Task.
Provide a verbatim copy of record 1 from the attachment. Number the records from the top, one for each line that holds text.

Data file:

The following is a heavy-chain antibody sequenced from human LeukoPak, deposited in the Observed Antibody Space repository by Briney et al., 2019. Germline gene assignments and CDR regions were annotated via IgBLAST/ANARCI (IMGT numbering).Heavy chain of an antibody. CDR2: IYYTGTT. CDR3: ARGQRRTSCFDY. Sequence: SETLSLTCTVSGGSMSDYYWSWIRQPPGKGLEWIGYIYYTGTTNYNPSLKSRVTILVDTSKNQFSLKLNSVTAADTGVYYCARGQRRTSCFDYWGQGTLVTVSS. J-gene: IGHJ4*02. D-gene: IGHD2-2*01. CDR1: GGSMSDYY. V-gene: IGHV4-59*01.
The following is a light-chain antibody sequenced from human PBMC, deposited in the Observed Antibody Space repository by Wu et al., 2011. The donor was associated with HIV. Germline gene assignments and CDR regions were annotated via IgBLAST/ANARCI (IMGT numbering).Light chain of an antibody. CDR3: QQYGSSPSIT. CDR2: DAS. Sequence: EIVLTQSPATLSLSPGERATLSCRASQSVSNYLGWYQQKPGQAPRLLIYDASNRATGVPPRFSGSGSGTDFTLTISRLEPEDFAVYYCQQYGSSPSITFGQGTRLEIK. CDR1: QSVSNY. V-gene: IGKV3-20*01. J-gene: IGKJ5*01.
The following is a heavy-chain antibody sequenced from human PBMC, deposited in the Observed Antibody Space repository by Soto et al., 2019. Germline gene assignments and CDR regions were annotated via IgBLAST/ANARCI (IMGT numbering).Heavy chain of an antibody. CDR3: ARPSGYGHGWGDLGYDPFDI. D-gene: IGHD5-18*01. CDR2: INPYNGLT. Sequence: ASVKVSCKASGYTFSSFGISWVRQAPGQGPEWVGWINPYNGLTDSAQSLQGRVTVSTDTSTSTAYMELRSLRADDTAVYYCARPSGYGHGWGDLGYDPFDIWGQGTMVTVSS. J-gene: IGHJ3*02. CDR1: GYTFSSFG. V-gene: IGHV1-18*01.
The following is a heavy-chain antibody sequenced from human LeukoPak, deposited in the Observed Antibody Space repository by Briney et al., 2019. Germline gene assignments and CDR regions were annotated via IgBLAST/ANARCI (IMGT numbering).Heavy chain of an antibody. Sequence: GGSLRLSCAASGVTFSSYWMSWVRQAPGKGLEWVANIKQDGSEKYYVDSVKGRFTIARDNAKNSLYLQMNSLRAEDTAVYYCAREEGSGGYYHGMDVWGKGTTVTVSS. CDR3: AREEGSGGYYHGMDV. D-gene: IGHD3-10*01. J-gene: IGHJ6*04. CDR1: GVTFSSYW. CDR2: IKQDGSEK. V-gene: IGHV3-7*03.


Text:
The following is a heavy-chain antibody sequenced from human LeukoPak, deposited in the Observed Antibody Space repository by Briney et al., 2019. Germline gene assignments and CDR regions were annotated via IgBLAST/ANARCI (IMGT numbering).Heavy chain of an antibody. CDR2: IYYTGTT. CDR3: ARGQRRTSCFDY. Sequence: SETLSLTCTVSGGSMSDYYWSWIRQPPGKGLEWIGYIYYTGTTNYNPSLKSRVTILVDTSKNQFSLKLNSVTAADTGVYYCARGQRRTSCFDYWGQGTLVTVSS. J-gene: IGHJ4*02. D-gene: IGHD2-2*01. CDR1: GGSMSDYY. V-gene: IGHV4-59*01.